Monday, January 19, 2015

The Dresden Files: Dead Beat review


    Dead Beat is the first of the Dresden Files novels I chose to pick up. To any of you who don't believe covers can make the difference in purchasing a novel or not, know that I bought the book entirely based on the cover above. The whole badass Neo-Noir Private Eye with the big hat and the wizard's staff was just so cool, it compelled me to pick up the book even as I had no knowledge about what it was about. Given I eventually became a huge fan, you could say this book made a positive impression on me.

    Even as a new reader.

    The noir-horror-humor-urban fantasy mixture was unlike anything I'd read before. The closest thing I could compare it to was a slightly more adult Buffy: The Vampire Slayer. It was funny, serious, dramatic, human, and quirky all at the same time. This, of course, is a pretty good description of Angel but I liked this more than I ever liked it.

    How do I convey how awesome, surreal, and fun this book is in a sentence?

    That's tough.

    I know!

    The book has a wizard riding a animate T-Rex skeleton down through Chicago. To fight evil wizards. On Halloween. And there's a perfectly plausible reason why this is the most sensible course of action for him to take.

    This is why I love this series!

    The premise is Harry Dresden finds himself in the middle of a power-play between three Archwizards who are looking for the most powerful black magic ritual in the world. Which, coincidentally, is in Chicago. Harry has faced many powerful threats before in the past but this is the first time he is just completely outside of his weight class. Like Spiderman fighting the Incredible Hulk, outside of his weight class. Harry gets banged up, thrown around, and barely survives each of his encounters with the wizards he faces.

    This is with help from the Wardens, the wizard secret police who are no slouches themselves. The fact Harry has backup from people who have, traditionally, considered him to be just short of a dark wizard shows just how bad things are for our hero. Harry has friends who can provide him power, enough, to stop the Archwizards but the cost for this would be horrific. Harry could turn to the Queen of the Unseelie Court or a demoness all-too-willing to give him power in hopes of corrupting him. This in addition to the fact his other backup is still suspicious of his motives.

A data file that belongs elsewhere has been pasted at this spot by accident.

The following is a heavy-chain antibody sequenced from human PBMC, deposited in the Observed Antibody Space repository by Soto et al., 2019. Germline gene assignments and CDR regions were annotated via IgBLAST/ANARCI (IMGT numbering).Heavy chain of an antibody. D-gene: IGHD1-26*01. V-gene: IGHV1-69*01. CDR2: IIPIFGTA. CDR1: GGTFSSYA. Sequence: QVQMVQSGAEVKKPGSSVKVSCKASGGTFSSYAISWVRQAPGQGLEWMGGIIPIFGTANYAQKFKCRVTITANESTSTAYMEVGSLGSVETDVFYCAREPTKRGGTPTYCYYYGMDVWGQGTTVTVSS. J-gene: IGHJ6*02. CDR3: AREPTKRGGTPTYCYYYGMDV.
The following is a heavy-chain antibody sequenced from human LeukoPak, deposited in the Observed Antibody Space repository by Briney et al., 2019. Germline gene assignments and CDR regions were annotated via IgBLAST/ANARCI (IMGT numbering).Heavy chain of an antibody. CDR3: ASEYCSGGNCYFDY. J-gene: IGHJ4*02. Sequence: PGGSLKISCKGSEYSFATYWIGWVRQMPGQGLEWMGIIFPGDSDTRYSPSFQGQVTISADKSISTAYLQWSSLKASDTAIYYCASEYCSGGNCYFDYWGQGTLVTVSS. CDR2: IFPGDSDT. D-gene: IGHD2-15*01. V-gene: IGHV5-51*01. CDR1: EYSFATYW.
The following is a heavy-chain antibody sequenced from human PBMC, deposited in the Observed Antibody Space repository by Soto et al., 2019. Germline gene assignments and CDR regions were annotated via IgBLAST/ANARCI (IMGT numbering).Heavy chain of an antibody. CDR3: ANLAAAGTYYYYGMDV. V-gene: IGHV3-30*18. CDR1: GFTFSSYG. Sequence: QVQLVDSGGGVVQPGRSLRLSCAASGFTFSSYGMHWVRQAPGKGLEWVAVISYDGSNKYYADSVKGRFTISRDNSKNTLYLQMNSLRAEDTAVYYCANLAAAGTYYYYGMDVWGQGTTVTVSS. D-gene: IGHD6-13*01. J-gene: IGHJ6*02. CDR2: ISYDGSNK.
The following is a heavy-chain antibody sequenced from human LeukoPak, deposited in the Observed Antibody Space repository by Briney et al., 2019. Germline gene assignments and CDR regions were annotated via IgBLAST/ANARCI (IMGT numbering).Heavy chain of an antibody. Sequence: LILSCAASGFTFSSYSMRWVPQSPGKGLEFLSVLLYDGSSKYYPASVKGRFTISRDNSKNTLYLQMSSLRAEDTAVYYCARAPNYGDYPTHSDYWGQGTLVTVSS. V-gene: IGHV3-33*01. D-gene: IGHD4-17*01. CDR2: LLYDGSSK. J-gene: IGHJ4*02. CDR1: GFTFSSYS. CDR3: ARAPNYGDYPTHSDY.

Man, Harry doesn't have many good friends, does he?

    We get introduced to the fabulous character of Anastasia Luccio, Italian Warden and all-round asskicker plus the menacing but charismatic Cowl. We also get the subplot with "Lash" that proves to be one of my favorites. The character of Butters proves to be my favorite, though, being the Polka-loving medical examiner who becomes this book's unexpected breakout hit. Plenty of characters from previous volumes show up this time around and they're all in-character.

    In conclusion, Dead Beat is a great book with an epic storyline, humor, high stakes, and plot developments. The characterization is strong in this book, the events change the course of Harry's life, and the jokes are funny. The events of this book reverberate through the rest of the books more than any other save Grave Peril and Changes. In short, this is one of the must-buys of the series.

10/10

2 comments:

  1. Too bad Butcher has kind of dropped the 'Black Council' subplot. Hopefully, it is just sleeping. Seems like he is building up Nicodemus as Harry's arch nemesis which isn't a bad thing. Nicky is entertaining.

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  2. The Black Council has seemingly been replaced with Nemesis, which, sadly, I find to be far less interesting than Cowl and company. Nicodemus is also a character I really am just hoping will FINALLY DIE at some point. He's run his course, I think.

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